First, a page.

This marvellous six-bedroom Grade II-listed Regency townhouse sits on a quiet private road in the seaside town of St Leonards-on-sea in East Sussex. Spread over four floors, the villa unfolds across some 4,300 sq ft of beautifully executed living space. Voluminous ceiling heights and plenty of preserved original features sit alongside contemporary interventions, creating spaces perfect for family life and entertaining. A covered first-floor veranda has far-reaching views of the Sussex coastline, as well as direct access to a mature and established landscaped garden. St Leonards is a charming seaside town that is rich with Regency architecture and has quick transport links to London and the rest of the UK.
Setting the Scene
Designed by Decimus Burton, the famed architect responsible for much of St Leonard’s, Regent’s Park and Piccadilly in London, Archery Villas was originally composed of five stuccoed villas constructed as holiday homes for Londoners. The architecture is symmetrical, defined by its classical proportion and is historically important, representing what would be called in modern terms a ‘commercial development’ incorporated into the town planning of St Leonards. For more information, please see the History section below.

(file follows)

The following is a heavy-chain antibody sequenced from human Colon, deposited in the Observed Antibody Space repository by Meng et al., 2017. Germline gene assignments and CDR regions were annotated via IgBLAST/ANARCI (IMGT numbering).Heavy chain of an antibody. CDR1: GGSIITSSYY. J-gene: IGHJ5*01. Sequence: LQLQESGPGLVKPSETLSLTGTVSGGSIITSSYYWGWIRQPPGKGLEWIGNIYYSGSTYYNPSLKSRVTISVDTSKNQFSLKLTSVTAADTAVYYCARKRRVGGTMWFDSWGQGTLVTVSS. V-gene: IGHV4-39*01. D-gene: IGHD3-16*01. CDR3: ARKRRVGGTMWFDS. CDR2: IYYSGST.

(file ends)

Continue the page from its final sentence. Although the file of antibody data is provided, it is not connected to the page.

The Grand Tour
The entrance to the house is on the lower-ground floor, opening to a beautiful, light-filled reception hall with large black and white marble chequerboard tiles. The colour palette throughout the house is pared back and neutral, with most of the rooms laid with pale pine floorboards, allowing the focus to stay firmly on the sea views and the original features. French doors open from here to the lovely garden, allowing a wonderful sea breeze to pass through in the warmer months. On the right is a large reception room, which overlooks the wonderfully green landscaped gardens. Next door is a cosy study tucked away; it is the perfect spot for quiet contemplation. There is also a large family bathroom on this floor.
A set of stairs leads to the upper-ground floor, where the living spaces continue. The hallway here is voluminous, with classical arches and further original wooden flooring. A vast, turned staircase is the focal point, while an original plaster cast medallion showing a classical scene, highlights the Victorian obsession with antiquity.
On this floor, the original main reception room has been converted into a large kitchen and dining room, perfect for the day-to-day routine of modern life and entertaining on a large scale. Here, the locally made wooden kitchen cabinets and central island are topped by black beauty granite , the swirls of the marble echoing the pattern of the sea. A wood-burning stove warms the room, adding a cosy touch, and three floor-to-ceiling sash windows open to the cast-iron veranda, framing calming sea views. A large pantry is next door, accessed from the kitchen, adding valuable extra storage. Adjacent to the kitchen is a beautiful formal reception, with a gas fire and a large sash window overlooking the quiet square. There is a useful guest WC and cloakroom on this floor.
The house was originally designed so that the sun warms the rear veranda in the morning (a wonderful place to take a coffee), and moves around to the sitting room at the front by the evening.